Who doesn’t have that song that you’ve sung badly all your life until one day you find out the truth? Everyone has their “bikini that changes without stopping” and that doesn’t just happen in the music business. The cinema also has several example phrases which have become very famous even though they have never appeared in a movie.
With that in mind, CinePOP has decided to separate for you ten example phrases that are classic in cinema, but which have never really been on the big screen. And you will be surprised!
Star Wars: Episode V – The Empire Strikes Back (1980)
Every self-respecting nerd has imitated villainous Darth Vader’s husky voice and uttered the classic line: “Luke, I am your father” (“Luke, I am your father”). Well, if you did it, you did it wrong. Such a phrase has never been seen in the film directed by Irvin Kershner and idealized by George Lucas. The correct sentence, in fact, is: “No, I am your father” (“No, I am your father”). In the scene, Vader (voiced by James Earl Jones) responds to Luke’s (Mark Hamill) accusation that he killed his father.
One of the greatest classics in film history, Casablanca also has the wrong quote to call its own. And, again, in a key scene in the production. Sorry after the brief reunion with Ilsa (Ingrid Bergman), Rick (Humphrey Bogart) asks his bar pianist, Sam (Dooley Wilson), to play their music. The world remembers the scene as if Rick had said, “Play again, Sam.” But… what we hear the character say is “Play it, Sam. Play” Over time “” (“Play, Sam. Play” Over time “). The mistake became so well known that “Play it again, Sam” became the original title of Woody Allen’s play / book.
This one even made me put the DVD to watch before I published the article. Just before falling over the precipice after the confrontation with Balrog, Gandalf yells at the “Ring Society” to flee in the first chapter of The Lord of the Rings. Most people quote that the magician shouts “Run, fools” (“Run, your fools”). But it was not. In fact, the character played by Ian McKellen says “Fly, you fools”. Obviously, the meaning is the same. The flight was supposed to get away, but the initial choice shows a bit of the vocabulary of the then gray magician.
Everyone knows that Snow White and the Seven Dwarfs’ expression begins with “mirror, mirror to me”, right? Well … the truth is, the original version of the sentence is a bit different. Popularly known as “Mirror, mirror, on the wall, who is the most beautiful of all?” (“Mirror, mirror, on the wall, who is more beautiful than me?”), The real sentence is “Magic mirror on the wall, who is the most beautiful of all?” (“Magic mirror on the wall, which is the most beautiful of all?”).
A classic directed by Steven Spielberg, considered by many to be the first blockbuster in the history of the seventh art, Tubarão also has a mistaken quote running through people’s mouths. “We’re going to need a bigger boat!” (“We’re going to need a bigger boat!”) Has become a pop culture sensation and can be found even on T-shirts sold everywhere. But that’s not the phrase Roy Scheider used in the film. He said, “You’re going to need a bigger boat!” (“You will need a bigger boat!”).
Wall Street – Power and Greed (1987)
The Oliver Stone classic with Michael Douglas and Charlie Sheen, the first Wall Street was known for the line “Greed is good”. But the way it was said in the movie was a little different. In fact, Gordon Gekko played by Douglas says, “The point is, ladies and gentlemen, that greed, for lack of a better word, is good. (“The point, ladies and gentlemen, is that greed, in the absence of a better word, is good.”).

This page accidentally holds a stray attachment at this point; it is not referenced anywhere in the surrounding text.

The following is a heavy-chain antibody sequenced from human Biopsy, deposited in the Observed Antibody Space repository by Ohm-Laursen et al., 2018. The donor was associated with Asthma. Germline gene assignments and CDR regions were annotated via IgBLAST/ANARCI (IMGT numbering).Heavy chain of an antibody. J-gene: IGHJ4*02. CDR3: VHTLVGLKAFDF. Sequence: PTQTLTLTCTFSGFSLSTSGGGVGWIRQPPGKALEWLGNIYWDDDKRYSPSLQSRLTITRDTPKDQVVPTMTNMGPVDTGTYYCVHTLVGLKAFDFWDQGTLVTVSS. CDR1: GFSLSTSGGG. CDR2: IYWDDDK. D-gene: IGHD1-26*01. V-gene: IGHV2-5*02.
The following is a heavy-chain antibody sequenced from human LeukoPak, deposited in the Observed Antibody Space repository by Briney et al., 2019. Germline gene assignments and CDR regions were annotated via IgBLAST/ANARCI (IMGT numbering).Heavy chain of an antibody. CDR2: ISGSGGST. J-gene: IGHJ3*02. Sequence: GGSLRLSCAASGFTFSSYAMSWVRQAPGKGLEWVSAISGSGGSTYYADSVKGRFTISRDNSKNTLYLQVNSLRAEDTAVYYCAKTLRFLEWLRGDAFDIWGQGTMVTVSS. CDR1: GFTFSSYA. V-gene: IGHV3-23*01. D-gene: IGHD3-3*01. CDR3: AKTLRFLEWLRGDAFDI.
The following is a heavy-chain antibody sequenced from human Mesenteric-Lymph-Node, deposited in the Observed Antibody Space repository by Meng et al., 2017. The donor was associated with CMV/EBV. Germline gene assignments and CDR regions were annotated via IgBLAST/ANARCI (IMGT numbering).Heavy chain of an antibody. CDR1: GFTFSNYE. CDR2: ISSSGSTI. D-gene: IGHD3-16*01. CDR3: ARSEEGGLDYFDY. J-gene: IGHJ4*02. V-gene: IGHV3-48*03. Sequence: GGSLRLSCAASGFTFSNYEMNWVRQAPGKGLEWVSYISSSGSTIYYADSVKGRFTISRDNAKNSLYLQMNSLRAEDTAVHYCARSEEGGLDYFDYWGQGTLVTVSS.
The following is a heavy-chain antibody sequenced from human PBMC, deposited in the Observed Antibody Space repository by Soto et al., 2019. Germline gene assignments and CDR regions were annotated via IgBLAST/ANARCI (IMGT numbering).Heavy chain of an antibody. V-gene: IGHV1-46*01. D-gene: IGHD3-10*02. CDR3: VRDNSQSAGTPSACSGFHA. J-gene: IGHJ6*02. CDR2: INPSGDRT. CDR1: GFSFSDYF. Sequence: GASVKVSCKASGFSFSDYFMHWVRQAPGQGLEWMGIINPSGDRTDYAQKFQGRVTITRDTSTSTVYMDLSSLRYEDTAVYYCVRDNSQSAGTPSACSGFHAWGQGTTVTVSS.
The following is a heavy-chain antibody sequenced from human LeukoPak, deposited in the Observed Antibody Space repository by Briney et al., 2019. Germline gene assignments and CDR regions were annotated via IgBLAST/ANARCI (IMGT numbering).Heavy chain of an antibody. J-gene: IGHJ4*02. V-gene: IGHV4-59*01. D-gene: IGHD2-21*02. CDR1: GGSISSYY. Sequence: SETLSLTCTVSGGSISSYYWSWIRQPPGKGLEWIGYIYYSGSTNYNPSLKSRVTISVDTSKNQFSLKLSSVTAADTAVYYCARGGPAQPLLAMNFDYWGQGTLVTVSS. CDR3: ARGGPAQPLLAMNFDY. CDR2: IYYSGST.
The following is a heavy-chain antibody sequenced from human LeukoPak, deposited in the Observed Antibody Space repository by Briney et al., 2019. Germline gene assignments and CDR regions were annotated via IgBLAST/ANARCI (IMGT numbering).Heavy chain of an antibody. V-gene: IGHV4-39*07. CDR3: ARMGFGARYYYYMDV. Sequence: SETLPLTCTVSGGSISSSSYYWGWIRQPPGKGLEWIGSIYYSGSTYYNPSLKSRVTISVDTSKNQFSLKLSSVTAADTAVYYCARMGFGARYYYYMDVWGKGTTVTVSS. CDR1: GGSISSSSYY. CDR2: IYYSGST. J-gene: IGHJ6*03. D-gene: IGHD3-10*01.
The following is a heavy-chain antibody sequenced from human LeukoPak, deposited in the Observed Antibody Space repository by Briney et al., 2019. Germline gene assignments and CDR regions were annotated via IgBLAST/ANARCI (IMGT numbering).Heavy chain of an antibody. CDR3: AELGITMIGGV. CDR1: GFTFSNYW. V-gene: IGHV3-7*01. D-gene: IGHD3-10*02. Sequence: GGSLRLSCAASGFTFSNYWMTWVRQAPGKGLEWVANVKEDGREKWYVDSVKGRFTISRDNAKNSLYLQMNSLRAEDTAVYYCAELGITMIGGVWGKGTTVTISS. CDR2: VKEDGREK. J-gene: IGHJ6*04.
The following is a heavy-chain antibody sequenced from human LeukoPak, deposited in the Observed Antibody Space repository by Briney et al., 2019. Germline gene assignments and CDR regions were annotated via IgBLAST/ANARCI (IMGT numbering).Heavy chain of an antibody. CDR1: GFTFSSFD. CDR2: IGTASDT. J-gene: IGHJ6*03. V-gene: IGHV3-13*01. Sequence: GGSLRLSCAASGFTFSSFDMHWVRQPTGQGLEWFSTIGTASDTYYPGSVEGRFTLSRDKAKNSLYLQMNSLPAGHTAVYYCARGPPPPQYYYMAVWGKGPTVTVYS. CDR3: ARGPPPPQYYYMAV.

One of the greatest classics in the history of cinema. And Dorothy’s journey through the realm of Oz begins with a phrase that has come to be known in its bad form. Most people believe the young woman played by Judy Garland says, “I don’t think we’re in Kansas anymore, Toto” (“I don’t think we’re in Kansas anymore, Toto”). But, in fact, it’s a little different. The exact quote is: “Toto, I have a feeling we are no longer in Kansas” (“Toto, I have a feeling that we are no longer in Kansas”).
Starring Kevin Costner, Campo dos Sonhos is known to make people cry and immortalize the phrase “If you build it, they will come” (“If you build it, they will come”). It turns out that this is not the correct phrase heard in the function. It seems like an unimportant little detail, but the exact quote is “If you build it, it will come”. (“If you build it, it will come”).
“Hello, Clarice…” (“Hello, Clarice…”) in the voice of Hannibal Lecter created by Anthony Hopkins in The Silences of the Lambs causes chills to be remembered. Only you, and many people, just “remember” the wrong way. The correct sentence pronounced by one of the greatest villains in the history of the seventh art is in fact: “Good evening, Clarice…” (“Good evening, Clarice…”).
A masterpiece directed by Mike Nichols and starring Dustin Hoffman and Anne Bancroft, A Man’s First Night (1967) is also regularly misquoted. And the scene in question is one of the most important in the film, the first meeting between Benjamin (Hoffman) and Mrs. Robinson (Bancroft). People often quote the phrase “Mrs. Robinson, are you trying to seduce me?” (“Mrs. Robinson, are you trying to seduce me?”), When, in fact, the right thing is “Mrs. Robinson, you are trying to seduce me. Is not it? (“Mrs. Robinson, you are trying to seduce me. Are you not?”).
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